I spent six months in El Paso one weekend. It was Labor Day, 1999, and the fact that my short stay seemed so long had nothing to do with the town, and everything to do with my hosts at the El Paso County Jail.
After a therapeutic sojourn in Juárez (doctor's orders), I was arrested on the international bridge by two El Paso bike cops, one with the reddest eyes I've ever seen, the other looking like an overstuffed sausage in his spandex uniform. They had confronted me after someone complained that I had shoved a kid. While explaining that I had merely pushed my way through a crowd of Mexican shakedown artists at the foot of the bridge, they pounced on me (you might say I got the short end of the stick). Not being able to arrest me for dissing people in uniform (telling the fat cop how good he looked in his bike shorts may have had something to do with their bad mood), they charged me with public intoxication. Welcome home, one of them said.
In the joint, I shared a holding cell concrete floor with about 30 other guys, each of us wedged in place like the pieces of a jigsaw puzzle. By the time I was bailed out by my buddy Tom Russell, I had rubbed shoulders with a few cowboys, a couple of UTEP students, one or two servicemen, and about two dozen Chicano gangbangers. Everyone, especially the gangbangers, was friendly, polite, gregarious (everyone, that is, except the assholes with the badges). And every story told sounded like it could've been written by Dagoberto Gilb.
An El Paso boy, Gilb's got that border town's presence and patois down pat. His first short story collection, The Magic of Blood, won the PEN/Hemingway Award, and the 10 stories in his new collection, Woodcuts of Women, are equally brilliant. Extraordinary stories about ordinary people, each of the pieces in the collection is a winner.
In the opener, "Maria de Covina," the narrator is a teenage department store clerk whose proficiency as a player is only slightly exceeded by his inexperience as a lover. Fired for dubious reasons after being seduced by his boss, he's the typical adolescent male, never satisfied, prone to braggadocio, frequently clueless.
In "Hueco," a couple makes love in the mattress indentation formed by two deaths and deals with a wacky landlady, a fading El Paso, a neighbor's shit noises and the color blue. "The Pillows" is a cliché-free exploration of ethnicity and assimilation, wonderfully devoid of the "get whitey" tone found in so much "ethnic" literature. A well-reasoned chicken-and-egg (which came first?) take on paternalism and responsibility, "A Painting in Santa Fe" is subtle and substantial.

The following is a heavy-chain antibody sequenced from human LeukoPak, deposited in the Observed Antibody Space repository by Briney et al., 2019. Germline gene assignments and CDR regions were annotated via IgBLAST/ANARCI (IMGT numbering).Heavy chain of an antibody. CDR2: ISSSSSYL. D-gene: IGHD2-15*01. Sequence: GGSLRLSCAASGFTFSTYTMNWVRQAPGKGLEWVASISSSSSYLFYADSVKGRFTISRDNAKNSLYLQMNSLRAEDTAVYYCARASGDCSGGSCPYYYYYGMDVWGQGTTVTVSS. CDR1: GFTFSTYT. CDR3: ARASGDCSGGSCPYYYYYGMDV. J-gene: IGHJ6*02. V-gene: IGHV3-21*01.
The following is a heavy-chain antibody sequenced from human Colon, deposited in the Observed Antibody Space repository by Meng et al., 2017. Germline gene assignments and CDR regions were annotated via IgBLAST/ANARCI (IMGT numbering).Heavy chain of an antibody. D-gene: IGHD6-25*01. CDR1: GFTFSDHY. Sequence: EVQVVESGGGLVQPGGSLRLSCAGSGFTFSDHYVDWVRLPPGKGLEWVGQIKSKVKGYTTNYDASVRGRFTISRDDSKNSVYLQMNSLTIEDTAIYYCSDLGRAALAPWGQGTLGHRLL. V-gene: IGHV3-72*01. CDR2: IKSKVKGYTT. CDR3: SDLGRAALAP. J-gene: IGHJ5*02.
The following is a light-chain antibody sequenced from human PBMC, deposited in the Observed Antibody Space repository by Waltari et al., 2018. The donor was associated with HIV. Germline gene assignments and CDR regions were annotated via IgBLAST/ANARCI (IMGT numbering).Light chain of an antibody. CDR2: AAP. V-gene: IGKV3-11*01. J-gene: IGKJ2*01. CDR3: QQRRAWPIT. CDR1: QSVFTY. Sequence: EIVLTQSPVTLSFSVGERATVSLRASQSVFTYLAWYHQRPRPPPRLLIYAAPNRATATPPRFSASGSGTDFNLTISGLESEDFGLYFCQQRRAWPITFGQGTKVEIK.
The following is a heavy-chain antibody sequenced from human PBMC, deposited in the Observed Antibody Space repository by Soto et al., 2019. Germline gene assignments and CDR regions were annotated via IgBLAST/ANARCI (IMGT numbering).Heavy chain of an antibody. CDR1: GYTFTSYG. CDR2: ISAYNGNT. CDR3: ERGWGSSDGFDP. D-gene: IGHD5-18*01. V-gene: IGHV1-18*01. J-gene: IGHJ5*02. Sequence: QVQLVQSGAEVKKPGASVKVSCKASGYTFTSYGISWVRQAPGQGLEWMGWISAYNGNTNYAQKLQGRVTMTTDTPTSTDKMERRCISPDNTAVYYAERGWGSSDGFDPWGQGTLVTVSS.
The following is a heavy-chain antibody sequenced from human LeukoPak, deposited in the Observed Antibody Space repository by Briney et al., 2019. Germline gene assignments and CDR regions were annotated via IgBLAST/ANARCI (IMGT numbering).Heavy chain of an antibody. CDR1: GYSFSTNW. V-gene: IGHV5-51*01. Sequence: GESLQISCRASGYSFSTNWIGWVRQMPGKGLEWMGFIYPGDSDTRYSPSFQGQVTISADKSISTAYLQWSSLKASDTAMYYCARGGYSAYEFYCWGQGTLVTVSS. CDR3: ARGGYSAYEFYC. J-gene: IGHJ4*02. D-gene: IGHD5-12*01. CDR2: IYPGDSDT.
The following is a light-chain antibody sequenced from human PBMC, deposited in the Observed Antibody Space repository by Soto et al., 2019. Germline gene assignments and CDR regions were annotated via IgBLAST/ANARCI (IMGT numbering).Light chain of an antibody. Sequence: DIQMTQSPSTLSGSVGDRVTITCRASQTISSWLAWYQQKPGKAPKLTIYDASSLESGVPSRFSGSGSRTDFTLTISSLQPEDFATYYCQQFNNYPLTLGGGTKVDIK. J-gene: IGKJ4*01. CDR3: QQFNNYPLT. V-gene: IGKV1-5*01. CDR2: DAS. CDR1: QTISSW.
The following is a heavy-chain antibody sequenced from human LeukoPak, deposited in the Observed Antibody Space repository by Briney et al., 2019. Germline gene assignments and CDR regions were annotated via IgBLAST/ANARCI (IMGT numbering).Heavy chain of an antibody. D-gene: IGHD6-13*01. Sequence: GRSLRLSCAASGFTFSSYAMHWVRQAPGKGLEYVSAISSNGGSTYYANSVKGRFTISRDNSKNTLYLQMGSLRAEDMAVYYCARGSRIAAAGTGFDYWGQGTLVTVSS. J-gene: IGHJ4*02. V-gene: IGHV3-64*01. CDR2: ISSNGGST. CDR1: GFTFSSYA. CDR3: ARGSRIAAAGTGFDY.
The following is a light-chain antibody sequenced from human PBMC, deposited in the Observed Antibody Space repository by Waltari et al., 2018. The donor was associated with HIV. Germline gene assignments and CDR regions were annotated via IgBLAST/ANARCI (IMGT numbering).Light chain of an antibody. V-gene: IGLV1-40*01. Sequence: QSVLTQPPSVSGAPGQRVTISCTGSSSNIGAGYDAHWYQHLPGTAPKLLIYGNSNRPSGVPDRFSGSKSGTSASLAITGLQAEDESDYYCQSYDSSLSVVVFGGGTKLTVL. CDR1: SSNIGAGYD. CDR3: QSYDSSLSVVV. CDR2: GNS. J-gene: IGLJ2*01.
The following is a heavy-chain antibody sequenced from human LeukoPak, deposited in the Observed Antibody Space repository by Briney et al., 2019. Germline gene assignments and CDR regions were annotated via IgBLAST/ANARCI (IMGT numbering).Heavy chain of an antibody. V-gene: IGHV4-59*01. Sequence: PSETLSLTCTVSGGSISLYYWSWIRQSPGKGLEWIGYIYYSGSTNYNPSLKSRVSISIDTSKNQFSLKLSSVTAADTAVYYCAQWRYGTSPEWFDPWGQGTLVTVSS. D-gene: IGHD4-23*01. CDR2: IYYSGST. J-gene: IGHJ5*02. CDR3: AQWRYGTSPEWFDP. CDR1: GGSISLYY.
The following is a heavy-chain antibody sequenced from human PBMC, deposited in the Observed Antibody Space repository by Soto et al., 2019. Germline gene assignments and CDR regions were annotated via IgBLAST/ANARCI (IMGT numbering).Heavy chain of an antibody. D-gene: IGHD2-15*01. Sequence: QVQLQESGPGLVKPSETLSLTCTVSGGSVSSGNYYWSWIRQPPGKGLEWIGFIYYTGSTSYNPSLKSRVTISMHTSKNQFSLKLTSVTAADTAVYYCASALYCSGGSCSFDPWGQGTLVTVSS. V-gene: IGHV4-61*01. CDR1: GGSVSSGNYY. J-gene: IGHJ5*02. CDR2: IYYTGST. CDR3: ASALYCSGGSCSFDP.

The title character of "Brisa" is a 16-year-old lavender-haired whore, picked up on the street by a part-time bouncer. Her story walks the line between hilarity and hell; it's a white trash-brown trash losers' love story that ends in church while managing to steer clear of sentimentality.
An earlier Gilb story, "Down in the West Texas Town," documented a day in the lives of a group of chiva-shooting construction workers. Take one of that story's heroin hardhats, send him home, trade the junk for juice, and you have "Shout," a powerful depiction of working-class family life in a cramped, crowded, uncooled desert condo, harrowing and utterly believable.
In "Bottoms," a blocked writer reviews a gay sex novel at the insistence of his lesbian agent, struggles to avoid a gay acquaintance, and finds slapstick salvation with his blankie and the love of a needy amazon.
The closer, "Snow," is a tour de force. It follows a bullshit-artist Indio writer's trip to New York, where he hobnobs with big-shots, meets Mailer in Elaine's, and takes his pregnant girlfriend to the clinic. It's humorous, heartbreaking and, in tone and style, a lot like the writing of Jim Harrison.
Two minor complaints: First, most of the men in Woodcuts have woman problems, but they're problems I'd kill for: too many, too pretty, too available, too sexy, too cool. In this respect, Gilb reminds me of Tom McGuane, whose characters have money, property and women, but still find plenty to complain about. Thankfully, McGuane's considerable strengths easily overpower this small concern, and so do Gilb's. Second, the two stories with gay elements suffer from a "yeah, that was me in the gay bar, but I was there on assignment, honest!" undercurrent that weakens and distracts. But again, this isn't a deal breaker; the stories are still strong.
Overall, Gilb's writing is similar to that of Junot Díaz, the Dominican from New York. They both have an easygoing, sometimes laconic conversational tone, and an urgent, evocative sense of place. And they've both got that barrio thing.
Woodcuts of Women is a brilliant tour of Southwestern lives and locales, and an El Paso paseo that just might encourage readers to visit that charming but much-maligned border town.
Just stay away from the El Paso cops. Unlike their brethren across the river, they're a mean, rotten bunch.